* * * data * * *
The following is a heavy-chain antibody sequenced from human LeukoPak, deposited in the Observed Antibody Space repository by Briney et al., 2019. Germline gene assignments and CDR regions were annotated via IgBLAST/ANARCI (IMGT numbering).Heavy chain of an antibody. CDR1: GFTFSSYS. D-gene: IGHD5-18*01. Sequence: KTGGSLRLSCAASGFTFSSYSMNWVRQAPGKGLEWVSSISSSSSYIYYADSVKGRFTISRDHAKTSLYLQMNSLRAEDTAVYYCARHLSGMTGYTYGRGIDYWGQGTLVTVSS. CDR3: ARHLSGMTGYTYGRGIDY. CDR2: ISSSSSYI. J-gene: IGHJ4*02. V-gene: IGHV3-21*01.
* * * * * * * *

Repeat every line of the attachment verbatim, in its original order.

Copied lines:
The following is a heavy-chain antibody sequenced from human LeukoPak, deposited in the Observed Antibody Space repository by Briney et al., 2019. Germline gene assignments and CDR regions were annotated via IgBLAST/ANARCI (IMGT numbering).Heavy chain of an antibody. CDR1: GFTFSSYS. D-gene: IGHD5-18*01. Sequence: KTGGSLRLSCAASGFTFSSYSMNWVRQAPGKGLEWVSSISSSSSYIYYADSVKGRFTISRDHAKTSLYLQMNSLRAEDTAVYYCARHLSGMTGYTYGRGIDYWGQGTLVTVSS. CDR3: ARHLSGMTGYTYGRGIDY. CDR2: ISSSSSYI. J-gene: IGHJ4*02. V-gene: IGHV3-21*01.